1031 News This Week


Handling Tax Basis in a 1031 Exchange

One area in which we get a lot of questions, is about the handling of basis in a 1031 exchange. The questions go: “When I sell my Old Property, what happens to that basis?” “What about the depreciation I already took?” “If I fully depreciated my Old Property, will doing a 1031 exchange let me ‘freshen up’ my depreciation schedule?” “If I buy the New Property for $100,000, can I depreciate the whole $100,000?” Questions like these all relate back to what happens to the basis of the property when you do a 1031 exchange.


The Wall Street Journal - REAL ESTATE FINANCE Joint Property Ownership Picks Up


Tenant-in-Common Deals Allow Buyers to Chip In On Commercial Properties

-By Jennifer S. Forsyth


Cathy Scullin was in a pickle.

Enticed by high prices, the Beverly Hills, Calif., commercial real-estate broker began selling off pieces of her small southern California real-estate portfolio about two years ago. Only then did she realize she couldn't use the profit to buy another property.

"Everything I found needed an enormous amount of work and, in my opinion, was way overpriced," says Ms. Scullin. If she didn't reinvest in real estate quickly, she would have to pay capital gains taxes on the proceeds.

Her solution: a Tenant-in-Common transaction, where she joined a group of investors who each bought a fractional share of investment property--in this case a small retail center.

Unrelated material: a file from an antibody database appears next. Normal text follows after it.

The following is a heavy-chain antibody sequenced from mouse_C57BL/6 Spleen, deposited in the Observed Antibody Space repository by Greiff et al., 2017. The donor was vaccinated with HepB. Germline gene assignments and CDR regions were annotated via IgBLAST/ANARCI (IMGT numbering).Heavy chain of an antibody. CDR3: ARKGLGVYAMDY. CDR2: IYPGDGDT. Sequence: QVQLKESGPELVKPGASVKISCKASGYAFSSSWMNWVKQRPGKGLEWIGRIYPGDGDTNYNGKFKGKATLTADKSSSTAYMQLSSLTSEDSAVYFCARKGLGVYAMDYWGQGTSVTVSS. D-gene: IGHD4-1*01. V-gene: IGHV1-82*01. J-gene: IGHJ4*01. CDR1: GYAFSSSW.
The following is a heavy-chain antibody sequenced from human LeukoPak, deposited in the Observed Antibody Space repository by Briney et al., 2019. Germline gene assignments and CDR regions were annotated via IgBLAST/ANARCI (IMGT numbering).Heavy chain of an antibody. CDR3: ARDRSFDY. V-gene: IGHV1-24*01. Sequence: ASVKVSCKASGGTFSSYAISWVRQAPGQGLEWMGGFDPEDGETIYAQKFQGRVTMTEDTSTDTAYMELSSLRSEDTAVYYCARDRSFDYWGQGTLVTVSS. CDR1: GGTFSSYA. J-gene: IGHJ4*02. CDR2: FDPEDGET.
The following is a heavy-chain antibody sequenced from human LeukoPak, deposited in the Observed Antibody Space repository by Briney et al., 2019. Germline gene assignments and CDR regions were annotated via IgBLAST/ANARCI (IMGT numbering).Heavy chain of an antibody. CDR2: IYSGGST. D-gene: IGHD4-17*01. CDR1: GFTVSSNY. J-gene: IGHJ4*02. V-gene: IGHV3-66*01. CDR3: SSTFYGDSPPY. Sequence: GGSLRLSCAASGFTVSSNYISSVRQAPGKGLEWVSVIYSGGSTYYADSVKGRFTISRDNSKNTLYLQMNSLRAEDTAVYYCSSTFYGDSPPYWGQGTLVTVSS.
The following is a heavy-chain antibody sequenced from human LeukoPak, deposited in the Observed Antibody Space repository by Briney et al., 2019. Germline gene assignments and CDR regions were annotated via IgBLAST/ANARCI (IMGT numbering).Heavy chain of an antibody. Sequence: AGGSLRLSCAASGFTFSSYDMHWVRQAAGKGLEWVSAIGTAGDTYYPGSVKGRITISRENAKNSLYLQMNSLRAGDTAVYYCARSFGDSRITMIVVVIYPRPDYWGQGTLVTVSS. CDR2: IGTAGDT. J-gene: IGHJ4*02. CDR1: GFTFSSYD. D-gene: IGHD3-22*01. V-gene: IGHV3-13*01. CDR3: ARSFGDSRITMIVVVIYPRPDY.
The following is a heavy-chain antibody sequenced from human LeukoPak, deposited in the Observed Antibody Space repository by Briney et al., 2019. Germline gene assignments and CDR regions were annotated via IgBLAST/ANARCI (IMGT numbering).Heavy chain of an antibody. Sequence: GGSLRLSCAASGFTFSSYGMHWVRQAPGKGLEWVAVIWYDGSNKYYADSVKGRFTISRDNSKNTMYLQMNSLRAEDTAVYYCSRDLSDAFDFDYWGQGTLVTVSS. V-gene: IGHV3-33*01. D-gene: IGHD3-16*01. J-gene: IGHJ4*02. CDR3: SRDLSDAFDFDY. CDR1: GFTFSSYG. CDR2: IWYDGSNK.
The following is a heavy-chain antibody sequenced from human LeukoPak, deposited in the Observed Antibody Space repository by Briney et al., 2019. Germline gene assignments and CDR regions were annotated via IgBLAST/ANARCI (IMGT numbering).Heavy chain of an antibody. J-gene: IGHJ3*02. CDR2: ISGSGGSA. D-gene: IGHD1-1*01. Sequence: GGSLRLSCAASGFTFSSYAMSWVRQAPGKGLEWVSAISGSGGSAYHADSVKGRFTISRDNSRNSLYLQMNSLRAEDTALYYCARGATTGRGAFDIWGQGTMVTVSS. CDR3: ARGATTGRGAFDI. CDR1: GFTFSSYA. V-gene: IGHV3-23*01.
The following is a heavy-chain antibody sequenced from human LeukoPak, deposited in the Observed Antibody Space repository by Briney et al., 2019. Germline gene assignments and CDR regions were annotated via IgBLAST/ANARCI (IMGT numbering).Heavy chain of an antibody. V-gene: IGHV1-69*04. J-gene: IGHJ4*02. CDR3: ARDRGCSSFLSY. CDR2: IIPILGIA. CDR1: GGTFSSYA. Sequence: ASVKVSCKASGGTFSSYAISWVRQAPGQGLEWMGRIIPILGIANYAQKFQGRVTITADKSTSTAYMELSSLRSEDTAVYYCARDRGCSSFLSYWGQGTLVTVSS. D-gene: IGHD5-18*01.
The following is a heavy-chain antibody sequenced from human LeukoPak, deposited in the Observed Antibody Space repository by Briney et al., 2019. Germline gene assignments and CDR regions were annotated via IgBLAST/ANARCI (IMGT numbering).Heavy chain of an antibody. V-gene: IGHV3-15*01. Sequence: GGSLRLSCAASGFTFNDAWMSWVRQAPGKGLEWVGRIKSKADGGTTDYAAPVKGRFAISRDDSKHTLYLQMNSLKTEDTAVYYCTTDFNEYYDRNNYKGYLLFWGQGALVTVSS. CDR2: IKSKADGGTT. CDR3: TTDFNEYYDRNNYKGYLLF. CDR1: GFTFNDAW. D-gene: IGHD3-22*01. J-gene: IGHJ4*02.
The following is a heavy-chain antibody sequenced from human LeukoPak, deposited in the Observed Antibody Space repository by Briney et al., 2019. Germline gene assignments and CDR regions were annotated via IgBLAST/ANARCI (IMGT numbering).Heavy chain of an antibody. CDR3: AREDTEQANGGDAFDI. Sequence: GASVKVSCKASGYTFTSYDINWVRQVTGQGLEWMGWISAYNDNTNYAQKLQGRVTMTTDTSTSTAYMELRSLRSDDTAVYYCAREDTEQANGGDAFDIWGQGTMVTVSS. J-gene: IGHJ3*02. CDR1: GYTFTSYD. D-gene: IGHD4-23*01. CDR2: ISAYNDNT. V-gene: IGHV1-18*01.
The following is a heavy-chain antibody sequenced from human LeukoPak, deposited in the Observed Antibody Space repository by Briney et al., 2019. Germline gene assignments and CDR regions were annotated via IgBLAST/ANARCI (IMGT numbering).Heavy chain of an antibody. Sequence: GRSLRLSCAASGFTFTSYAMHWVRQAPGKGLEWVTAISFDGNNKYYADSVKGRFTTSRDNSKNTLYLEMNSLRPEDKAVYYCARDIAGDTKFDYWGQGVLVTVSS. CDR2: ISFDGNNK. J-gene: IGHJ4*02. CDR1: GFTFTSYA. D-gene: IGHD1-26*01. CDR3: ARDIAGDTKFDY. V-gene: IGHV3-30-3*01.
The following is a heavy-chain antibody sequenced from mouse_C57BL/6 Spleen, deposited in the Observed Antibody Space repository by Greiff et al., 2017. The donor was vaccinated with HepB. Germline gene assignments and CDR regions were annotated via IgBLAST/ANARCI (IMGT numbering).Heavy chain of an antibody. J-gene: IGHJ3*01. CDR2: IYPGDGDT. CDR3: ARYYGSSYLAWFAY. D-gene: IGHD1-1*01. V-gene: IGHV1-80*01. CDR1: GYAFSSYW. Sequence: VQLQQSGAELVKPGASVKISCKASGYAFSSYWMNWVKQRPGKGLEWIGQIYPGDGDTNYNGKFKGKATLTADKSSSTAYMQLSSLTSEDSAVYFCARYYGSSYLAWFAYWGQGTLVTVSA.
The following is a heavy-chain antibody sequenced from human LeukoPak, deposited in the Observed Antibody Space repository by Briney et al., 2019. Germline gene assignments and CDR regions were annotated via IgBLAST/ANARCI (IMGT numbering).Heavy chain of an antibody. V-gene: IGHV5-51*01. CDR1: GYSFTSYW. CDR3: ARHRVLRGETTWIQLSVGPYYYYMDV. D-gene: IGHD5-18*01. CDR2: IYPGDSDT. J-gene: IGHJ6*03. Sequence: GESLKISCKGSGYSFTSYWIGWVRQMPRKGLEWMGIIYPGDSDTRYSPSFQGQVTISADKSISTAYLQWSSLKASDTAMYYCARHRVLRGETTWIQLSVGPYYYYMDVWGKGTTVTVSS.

IRS Clamps Down on Commingled Accounts in 1031 Exchanges

The IRS has just released proposed regulations dealing with the treatment of interest earned by Qualified Intermediaries while they hold a client's 1031 exchange proceeds. The goal of these regulations appear to be designed to curtail the practice of holding exchange proceeds in commingled accounts.

In a 1031 exchange, you can't touch the money from the sale of your Old Property, and you are required to use a Qualified Intermediary to hold your money until you purchase your New Property. There are two ways intermediaries can hold your exchange proceeds: they can pool all of their clients' money into a single account (called a commingled account); or they can put each client's money in a separate account.


The Role of Debt in a 1031 Exchange

The role that debt plays in a exchange is probably one of the most misunderstood areas of 1031 law. Many people (including qualified intermediaries, CPAs, and attorneys) believe that you are required to have debt on your New Property in an amount equal to or greater than the debt that was paid off on your Old Property. This is NOT, In fact, a requirement for a 1031 exchange.